A Checkup On The Financial Condition Of Advanced Micro Devices

| About: Advanced Micro (AMD)

Before selecting a stock, there are a number of things that you need to consider in order to ensure that you are buying the stock of a high-quality company whose shares are poised to grow in value over time. Some of these concerns include what the company does, its competitive advantages, valuation, dividend payouts and sustainability, and earnings consistency.

Another important thing that you need to consider is the financial condition of the company in question. You want to know if the company is able to continue paying its bills, and how much debt it carries. The balance sheet is one of the most effective tools that you can use to evaluate a company's financial condition. In this article, I will discuss the balance sheet of Advanced Micro Devices (NYSE:AMD) in order to get some clues as to how well this company is doing.

I will go through the balance sheet, reviewing the most important items, in order to assess AMD's financial condition. The information that I am using for this article comes from the company's website here.

Note that this article is not a comprehensive review as to whether AMD should be bought or sold, but rather, just an important piece of the puzzle when doing the proper due diligence.

Many of you who are well-versed in AMD may find this article as simply stating the obvious. However, someone who doesn't know much about AMD, and is just starting to research it, may derive some benefit from it.


AMD is a global semiconductor company, with operations worldwide. The company's business is divided into two segments. They are Computing Solutions and Graphics and Visual Solutions. The Computing Solutions segment offers x86 microprocessors as standalone devices, or as incorporated as accelerated processing units (NYSE:APU), for commercial and consumer markets. This segment also offers embedded microprocessors for commercial and consumer markets, and chipsets for desktop and mobile devices, like PCs, laptops, and tablets. The Computing Solutions segment of AMD contributed 74% of the company's revenue in 2012.

The Graphics and Visual Solutions segment offers graphics processing units (GPUs), including professional graphics and semi-custom system-on-chip products. Operations in this segment also include revenue received in connection with development services and game console royalties. This segment was responsible for 26% of AMD's revenue in 2012.

Cash and Cash Equivalents

The first line in the Assets column of the balance sheet is for the amount of cash and cash equivalents that the company has in its possession. Generally speaking, the more cash the better, as a company with a lot of cash can invest more in acquisitions, repurchase stock, pay down debt, and pay out dividends. Some people also value stocks according to their cash positions. Some of the larger and more mature companies tend not to carry a lot of cash on their balance sheets, as they might be more inclined to buy back stock with it, or pay out dividends.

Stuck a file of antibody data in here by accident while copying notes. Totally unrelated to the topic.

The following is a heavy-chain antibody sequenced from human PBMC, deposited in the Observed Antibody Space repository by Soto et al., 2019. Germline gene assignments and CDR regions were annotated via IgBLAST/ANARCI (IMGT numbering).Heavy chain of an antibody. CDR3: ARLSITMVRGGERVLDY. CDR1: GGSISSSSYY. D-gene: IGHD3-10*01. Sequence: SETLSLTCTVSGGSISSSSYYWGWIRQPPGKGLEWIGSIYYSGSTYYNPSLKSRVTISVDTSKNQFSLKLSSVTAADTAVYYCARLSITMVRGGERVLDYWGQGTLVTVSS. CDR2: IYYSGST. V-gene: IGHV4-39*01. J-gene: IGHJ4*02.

As of Sept. 28, 2013, AMD had $1.06B in cash and short-term investments, which can be easily converted into cash. This is a lot of cash for a company with a $2.53B market capitalization. This means that the company is trading at less than 3 times its cash position, which may make the stock very attractive to value-oriented investors.

However, there are reasons why the company is trading so cheaply. One of these reasons might be the fact that the company produced a negative free cash flow of $818M over the last 12 months. The company also had negative free cash flows during fiscal years 2012 and 2010, while just barely coming out positive in 2011. The company has not paid out any dividends, and was a net issuer of company stock over the last three fiscal years.

Net Receivables

Receivables constitute money that is owed to a company for products or services that have already been provided. Of course, the risk with having a lot of receivables is that some of your customers might end up not paying. For this reason, you usually like to see net receivables making up a relatively small percentage of the company's sales.

AMD had a total of $873M in net receivables on its balance sheet, which represents 18.7% of its trailing 12-month sales of $4.68B. For fiscal 2012, 11.6% of its sales were booked as receivables, while that percentage was at 14.0% for fiscal 2011.

This percentage has jumped quite a bit over the last nine months. This may be due to either changing product mix or the company being more lenient on its payment policies.

Current Ratio

Another factor that I like to look at is the current ratio. This helps to provide an idea as to whether or not the company can meet its short-term financial obligations in the event of a disruption of its operations. To calculate this ratio, you need the amount of current assets and the amount of current liabilities. Current assets are the assets of a company that are either cash or assets that can be converted into cash within the fiscal year. In addition to cash and short-term investments, some of these assets include inventory, accounts receivable, and prepaid expenses. Current liabilities are expenses that the company will have to pay within the fiscal year. These might include short-term debt and long-term debt that is maturing within the year, as well as accounts payable (money owed to suppliers and others in the normal course of business). Once you have these two figures, simply divide the amount of current assets by the amount of current liabilities to get your current ratio.